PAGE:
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By Carol Ellison  |  Posted 2005-03-16 Print this article Print
 
 
 
 
 
 
 


: Extending economy and efficiency with mesh networks"> Some of those "other things" include using the mesh to wirelessly read residential utility meters in Corpus Christi, Texas (another state with an anti-muni bill pending). Not only has the municipal mesh made the city utility more efficient, it addresses the public worries that result from meter readers entering private homes. New Orleans installed 100 security cameras in high crime areas around the city to keep an eye on activity. That makes sense; officers cant be everywhere all the time but a mesh-cam system can. Munis that hes worked with, says Sege, tend to follow one of the following models:
  • Munis using the mesh strictly as a private network for police, fire, emergency and other city services. This model is currently in use in Framingham, Mass.; Milpitas and San Mateo, Calif.; and Franklin, Tenn.
  • Munis acting as an ISP for their residents, a model followed in Chaska, Minn.
  • Munis owning the network for use with city services but selling excess capacity to ISPs, which, in turn, offer services to residents.
  • Munis engaging in a cable TV franchise-style model, making rights of way available to a private operator in exchange for some sort of consideration. Madison, Wis., and Tucson and Tempe, Ariz., currently use this model.
    Legislation being considered in Colorado (curiously just next door to DyanamicCitys UTOPIA project—perhaps Colorado legislators should pay their neighbors a visit before voting) scotches the dream that any of these models or anything like UTOPIA could connect Colorados communities. Declaring that "there is a need for statewide uniformity in the regulation of all public and private entities that provide cable television service, telecommunications service and advanced service,"Colorados Senate Bill 05-152 forbids local governments from providing such service, which includes broadband of any kind—wireless or wired, to even one subscriber. Read that again if you missed it the first time. Not even one. Not if the municipality wants to engage a private provider in a partnership or joint venture. Not if the municipality wants to subcontract the whole darned operation. Not if the municipality wants to franchise the operation in the way most cable TV franchises presently operate. Obviously, companies like Tropos Networks and DynamicCity have good reason to denounce such legislation. It robs them of the ability to do business with municipalities and, instead, forces them to negotiate with competing providers (with their own aging infrastructures to protect) if they hope to do business there at all.Understandably, theyre not happy. The anti-muni bills present a scenario where their companies arent submitting bids to win the business. Theyre forced into negotiations with a competitor, the incumbent carrier, which understandably will want to protect the market and keep its competition out. "One could argue that if these laws were in place at the dawn of cable TV, there wouldnt be cable TV right now," said Sege. Certainly, in Colorado they could. Not only does the bill disenfranchise the municipality from entering into any sort of negotiation with providers, it disenfranchises local voters from participating in any local initiative in authorizing city fathers to develop any kind of communications services in their communities. Colorados bill may be the most egregious in stealing local control from municipalities. It makes services of any sort verboten. But legislation pending in other states, even when it offers municipalities some wiggle room to negotiate their fates with big broadband companies, likewise removes the decision from local voters and their municipalities and grants incumbent carriers monopolistic control of the cities broadband future. Gould believes anti-competitive practices in the United States—and he counts state anti-municipal legislation among them—as the reason why Americans pay comparatively more for Internet access than citizens of other developed nations. He cites a recent report from the International Telecommunications Union that shows the United States in 2004 ranked 13th in broadband penetration, falling from fourth in 2001. "We believe the reason were underserved and overcharged is because there hasnt been fair competition," said Gould. To his mind the original Ma Bell—which was subsidized by the government and given rights of way, capital, guaranteed rates of return and captive rate payers—was never fully decontrolled, and recent mergers that have reduced the number of competing telecoms to six raise the specter that it never will be. U.S. Senators are also nervous about telecom mergers. Click here and read why. "On a local level you went from the original Ma Bell to multiple Ma Bells," he said. Long-distance rates went down as a result of decontrol but "at the local level it didnt happen. You still had the original Bell footprint." The Telecom Act of 1996, which opened local carriers networks to allow other ISPs to run on them, "hasnt delivered the desired result" of fostering lively competition. "The motivation of the municipality is to be able to bring quality of life into a community," said Gould. Check out eWEEK.coms for the latest news, reviews and analysis on mobile and wireless computing.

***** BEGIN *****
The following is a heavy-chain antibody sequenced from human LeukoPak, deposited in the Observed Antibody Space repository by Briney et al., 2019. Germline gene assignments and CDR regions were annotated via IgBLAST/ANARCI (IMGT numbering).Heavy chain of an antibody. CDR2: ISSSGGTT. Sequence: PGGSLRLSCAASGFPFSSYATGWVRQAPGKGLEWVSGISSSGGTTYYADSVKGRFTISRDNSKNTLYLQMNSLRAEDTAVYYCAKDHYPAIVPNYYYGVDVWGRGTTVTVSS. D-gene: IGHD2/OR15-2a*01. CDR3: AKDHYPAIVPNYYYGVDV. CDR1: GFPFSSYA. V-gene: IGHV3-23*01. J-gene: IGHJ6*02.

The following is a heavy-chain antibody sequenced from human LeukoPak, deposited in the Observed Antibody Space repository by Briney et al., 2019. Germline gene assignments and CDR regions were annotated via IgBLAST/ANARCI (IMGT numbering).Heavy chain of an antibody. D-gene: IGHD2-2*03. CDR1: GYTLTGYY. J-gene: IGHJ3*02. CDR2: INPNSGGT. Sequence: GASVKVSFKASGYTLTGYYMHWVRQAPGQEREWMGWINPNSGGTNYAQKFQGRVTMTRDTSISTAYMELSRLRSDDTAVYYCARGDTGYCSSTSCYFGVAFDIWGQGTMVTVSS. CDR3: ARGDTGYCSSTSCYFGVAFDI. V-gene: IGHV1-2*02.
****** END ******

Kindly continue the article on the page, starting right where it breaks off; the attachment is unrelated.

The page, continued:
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    Carol Ellison is editor of eWEEK.com's Mobile & Wireless Topic Center. She has authored whitepapers on wireless computing (two on network security–,Securing Wi-Fi Wireless Networks with Today's Technologies, Wi-Fi Protected Access: Strong, Standards-based Interoperable Security for Today's Wi-Fi Networks, and Wi-Fi Public Access: Enabling the future with public wireless networks.

    Ms. Ellison served in senior and executive editorial positions for Ziff Davis Media and CMP Media. As an executive editor at Ziff Davis Media, she launched the networking track of The IT Insider Series, a newsletter/conference/Web site offering targeted to chief information officers and corporate directors of information technology. As senior editor at CMP Media's VARBusiness, she launched the Web site, VARBusiness University, an online professional resource center for value-added resellers of information technology.

    Ms. Ellison has chaired numerous industry panels and has been quoted as a networking and educational technology expert in The New York Times, Newsday, The Los Angeles Times and The Wall Street Journal, National Public Radio's All Things Considered, CNN Headline News, WNBC and CNN/FN, as well as local and regional Comcast and Cablevision reports. Her articles have appeared in most major hi-tech publications and numerous newspapers and magazines, including The Washington Post and The Christian Science Monitor.